Living in Provence: visiting Paris

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Living in Provence: visiting Paris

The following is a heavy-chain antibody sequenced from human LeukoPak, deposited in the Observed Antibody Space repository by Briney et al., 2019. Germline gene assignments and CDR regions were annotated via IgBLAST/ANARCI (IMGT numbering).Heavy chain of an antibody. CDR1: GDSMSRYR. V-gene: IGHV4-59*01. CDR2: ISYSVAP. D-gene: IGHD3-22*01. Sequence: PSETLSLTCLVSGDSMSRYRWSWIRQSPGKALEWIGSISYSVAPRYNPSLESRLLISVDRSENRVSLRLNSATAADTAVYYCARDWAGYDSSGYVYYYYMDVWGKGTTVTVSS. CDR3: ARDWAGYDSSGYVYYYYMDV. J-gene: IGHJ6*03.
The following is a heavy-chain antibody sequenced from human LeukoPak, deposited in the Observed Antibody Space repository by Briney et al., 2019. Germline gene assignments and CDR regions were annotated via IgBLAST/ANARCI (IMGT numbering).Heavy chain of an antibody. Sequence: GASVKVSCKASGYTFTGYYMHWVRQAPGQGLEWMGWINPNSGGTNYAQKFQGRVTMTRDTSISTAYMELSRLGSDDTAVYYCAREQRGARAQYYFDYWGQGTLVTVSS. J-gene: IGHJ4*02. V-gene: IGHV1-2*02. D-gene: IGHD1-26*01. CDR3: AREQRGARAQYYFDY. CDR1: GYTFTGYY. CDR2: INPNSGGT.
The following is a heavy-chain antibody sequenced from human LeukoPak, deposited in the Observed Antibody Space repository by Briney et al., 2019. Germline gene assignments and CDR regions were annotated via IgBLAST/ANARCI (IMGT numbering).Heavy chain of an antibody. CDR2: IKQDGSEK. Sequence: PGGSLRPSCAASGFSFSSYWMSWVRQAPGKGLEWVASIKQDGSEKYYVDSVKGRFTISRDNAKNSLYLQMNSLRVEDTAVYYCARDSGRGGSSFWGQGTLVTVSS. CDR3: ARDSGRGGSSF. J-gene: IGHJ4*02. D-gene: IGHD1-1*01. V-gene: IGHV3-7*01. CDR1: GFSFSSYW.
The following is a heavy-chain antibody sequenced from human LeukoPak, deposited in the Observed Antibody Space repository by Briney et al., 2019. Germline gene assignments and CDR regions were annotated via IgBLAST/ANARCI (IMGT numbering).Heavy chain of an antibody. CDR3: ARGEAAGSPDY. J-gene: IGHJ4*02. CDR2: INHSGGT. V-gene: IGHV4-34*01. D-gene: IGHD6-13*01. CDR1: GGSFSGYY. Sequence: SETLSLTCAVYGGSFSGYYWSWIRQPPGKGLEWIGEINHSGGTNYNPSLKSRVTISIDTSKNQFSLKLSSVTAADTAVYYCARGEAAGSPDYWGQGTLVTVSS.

I left my Provençal idyll (sometimes known as the boonies) to go up to The Big City (generally referred to as Paris) for a few days last week. The impetus for the trip was the Turner, Whistler, Monet exhibit at the Grand Palais, but I also wanted to see friends, do some shopping, visit a few museums and reconnect with a city I love.   Friends in the nearby perched village of Venterol (population 200) were taking Emily, my Westie, to stay with them; the four cats would stay in the house, tended and ministered to by my next door neighbor Françoise-Marie, with additional daily nurturing visits from Nick and Marco O de la V. Robbie Jackson has basically claimed my two-room cave for his own little pad. Since he is not my cat, he isn’t allowed inside the house.   Tuesday morning I left Nyons at 7:30 AM, allowing enough time to park the car and catch the 9:13 train from Avignon Gare TGV. I had purchased my PREM tickets (an enormous saving) from the SNCF-Voyages web site a month before. It was cold, raining and foggy in the Vaucluse and I narrowly avoided hitting two perdrix crossing the road near Sablet. When the train pulled into the Gare de Lyon a little before noon, the sun was brightly shining; the weather felt almost like spring.   I quickly took the Métro to the apartment in the 15th where I was staying, dropped my bag and headed for the Marais. I had a list of things I had to do, wanted to do, might do, with time for the understood built-in random discoveries. I am perhaps the ultimate flâneuse; there is nothing I like better, and Paris is the world-capital, the Mother of flânerie. Only this time I was to be there two nights and barely two full days.   Now that I live définitivement in France, Paris is still the mythical city, for sure, but it is also a place to do errands, fill up on supplies I can’t get in Provence. There is a sense with me now of stability and permanence about Paris; it is always there, a three-hour train ride away; rather than a carefully planned, costly escape across an ocean, a limited time-span into which everything magical must be crammed because it could be who-knows-how-long before one returns. Part of what I do now in Paris is banal household errands, while at the same time, nothing has been lost, only added, shifted, slightly rearranged. Paris is Paris.   By the time I left Thursday afternoon to catch the 4:20 TGV back to Avignon, I was ready to return to Nyons. No, I hadn’t done all I’d wanted in those couple of days, but I’d done enough. The boonies beckoned. Home is home. Among many other achievements, Patricia Fieldsteel has had an award-winning column in THE VILLAGER newspaper since 1997 and has also published in THE NEW YORK TIMES. She is an animal-lover par excellance and is divinely happy in Provence, though from time to time she misses the opera, ethnic food and Law & Order reruns. This is her story. If you’d like a little more Provence in your day, Bonjour Paris recommends Patricia Wells’ stunning The Provence Cookbook. No matter where you live, or how gloomy it may be outside, Patricia Wells will brighten your kitchen with the sunny flavors of France’s bountiful south with The Provence Cookbook. A French-food expert and longtime Provence resident, Patricia offers readers an intimate guide to the culinary treasures of this sun-drenched landscape and dishes that will transport you and your guests with every flavorful bite. The Provence Cookbook’s 175 enticing recipes reflect Patricia’s long and close ties with the farmers and purveyors who provide her and her neighbors in Provence with a kaleidoscope of high-quality foods. Their year-round bounty is the inspiration for these exciting, healthful Mediterranean-French dishes,which Patricia shares with home cooks everywhere. Over the past twenty years, it is Patricia who has often been the student, learning Provencal ways and regional recipes directly from the locals. With The Provence Cookbook, her readers benefit from this rich inheritance, as she passes along such recipes as My Vegetable Man’s Asparagus Flan, or Maussane Potter’s Spaghetti.
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